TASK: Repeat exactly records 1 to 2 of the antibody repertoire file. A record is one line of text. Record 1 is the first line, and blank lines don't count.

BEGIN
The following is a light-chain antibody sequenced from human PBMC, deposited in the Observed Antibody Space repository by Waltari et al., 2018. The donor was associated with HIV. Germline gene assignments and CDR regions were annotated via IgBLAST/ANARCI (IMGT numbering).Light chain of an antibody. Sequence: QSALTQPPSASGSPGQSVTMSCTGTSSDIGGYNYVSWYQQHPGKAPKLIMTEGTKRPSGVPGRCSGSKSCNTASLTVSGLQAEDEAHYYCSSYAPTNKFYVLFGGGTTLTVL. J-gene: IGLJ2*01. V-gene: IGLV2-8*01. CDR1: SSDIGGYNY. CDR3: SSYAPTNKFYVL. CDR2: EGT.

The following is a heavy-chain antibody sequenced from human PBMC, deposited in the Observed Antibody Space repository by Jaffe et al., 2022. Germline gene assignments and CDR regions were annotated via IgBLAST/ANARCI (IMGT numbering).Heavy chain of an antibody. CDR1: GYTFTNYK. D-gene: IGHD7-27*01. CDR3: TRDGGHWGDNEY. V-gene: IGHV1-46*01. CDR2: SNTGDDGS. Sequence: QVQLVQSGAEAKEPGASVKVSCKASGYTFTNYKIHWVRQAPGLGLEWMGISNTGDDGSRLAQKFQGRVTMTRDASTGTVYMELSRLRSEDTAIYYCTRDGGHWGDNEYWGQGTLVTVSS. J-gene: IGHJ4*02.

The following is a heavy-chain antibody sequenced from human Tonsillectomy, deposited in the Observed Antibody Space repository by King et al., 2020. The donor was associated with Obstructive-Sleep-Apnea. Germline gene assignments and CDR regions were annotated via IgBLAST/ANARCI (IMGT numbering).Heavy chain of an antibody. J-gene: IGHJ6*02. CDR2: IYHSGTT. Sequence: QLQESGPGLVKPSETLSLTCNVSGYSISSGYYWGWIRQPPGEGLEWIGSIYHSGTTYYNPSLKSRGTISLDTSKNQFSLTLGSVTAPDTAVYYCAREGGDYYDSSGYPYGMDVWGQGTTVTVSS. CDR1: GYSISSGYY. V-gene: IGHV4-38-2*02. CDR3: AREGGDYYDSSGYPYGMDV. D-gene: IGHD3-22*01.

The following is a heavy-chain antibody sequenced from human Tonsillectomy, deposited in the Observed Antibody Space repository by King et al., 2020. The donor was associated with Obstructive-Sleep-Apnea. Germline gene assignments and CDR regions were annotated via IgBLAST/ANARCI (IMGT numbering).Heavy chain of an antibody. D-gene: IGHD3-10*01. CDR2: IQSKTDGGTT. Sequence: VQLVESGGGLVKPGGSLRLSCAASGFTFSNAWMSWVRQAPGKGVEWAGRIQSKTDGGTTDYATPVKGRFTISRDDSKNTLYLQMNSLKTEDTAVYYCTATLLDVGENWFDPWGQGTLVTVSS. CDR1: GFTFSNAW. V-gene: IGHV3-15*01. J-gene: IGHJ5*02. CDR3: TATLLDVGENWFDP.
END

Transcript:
The following is a light-chain antibody sequenced from human PBMC, deposited in the Observed Antibody Space repository by Waltari et al., 2018. The donor was associated with HIV. Germline gene assignments and CDR regions were annotated via IgBLAST/ANARCI (IMGT numbering).Light chain of an antibody. Sequence: QSALTQPPSASGSPGQSVTMSCTGTSSDIGGYNYVSWYQQHPGKAPKLIMTEGTKRPSGVPGRCSGSKSCNTASLTVSGLQAEDEAHYYCSSYAPTNKFYVLFGGGTTLTVL. J-gene: IGLJ2*01. V-gene: IGLV2-8*01. CDR1: SSDIGGYNY. CDR3: SSYAPTNKFYVL. CDR2: EGT.

The following is a heavy-chain antibody sequenced from human PBMC, deposited in the Observed Antibody Space repository by Jaffe et al., 2022. Germline gene assignments and CDR regions were annotated via IgBLAST/ANARCI (IMGT numbering).Heavy chain of an antibody. CDR1: GYTFTNYK. D-gene: IGHD7-27*01. CDR3: TRDGGHWGDNEY. V-gene: IGHV1-46*01. CDR2: SNTGDDGS. Sequence: QVQLVQSGAEAKEPGASVKVSCKASGYTFTNYKIHWVRQAPGLGLEWMGISNTGDDGSRLAQKFQGRVTMTRDASTGTVYMELSRLRSEDTAIYYCTRDGGHWGDNEYWGQGTLVTVSS. J-gene: IGHJ4*02.